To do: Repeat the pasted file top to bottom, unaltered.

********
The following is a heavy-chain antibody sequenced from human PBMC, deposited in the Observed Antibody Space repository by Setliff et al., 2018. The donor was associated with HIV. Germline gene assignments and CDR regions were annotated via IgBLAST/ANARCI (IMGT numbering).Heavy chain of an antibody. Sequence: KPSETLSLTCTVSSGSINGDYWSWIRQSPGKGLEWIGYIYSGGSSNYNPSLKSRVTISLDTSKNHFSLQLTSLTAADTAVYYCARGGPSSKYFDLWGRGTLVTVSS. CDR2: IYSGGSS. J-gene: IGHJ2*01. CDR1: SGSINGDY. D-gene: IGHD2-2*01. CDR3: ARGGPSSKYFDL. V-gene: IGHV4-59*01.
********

The following is a heavy-chain antibody sequenced from human PBMC, deposited in the Observed Antibody Space repository by Setliff et al., 2018. The donor was associated with HIV. Germline gene assignments and CDR regions were annotated via IgBLAST/ANARCI (IMGT numbering).Heavy chain of an antibody. Sequence: KPSETLSLTCTVSSGSINGDYWSWIRQSPGKGLEWIGYIYSGGSSNYNPSLKSRVTISLDTSKNHFSLQLTSLTAADTAVYYCARGGPSSKYFDLWGRGTLVTVSS. CDR2: IYSGGSS. J-gene: IGHJ2*01. CDR1: SGSINGDY. D-gene: IGHD2-2*01. CDR3: ARGGPSSKYFDL. V-gene: IGHV4-59*01.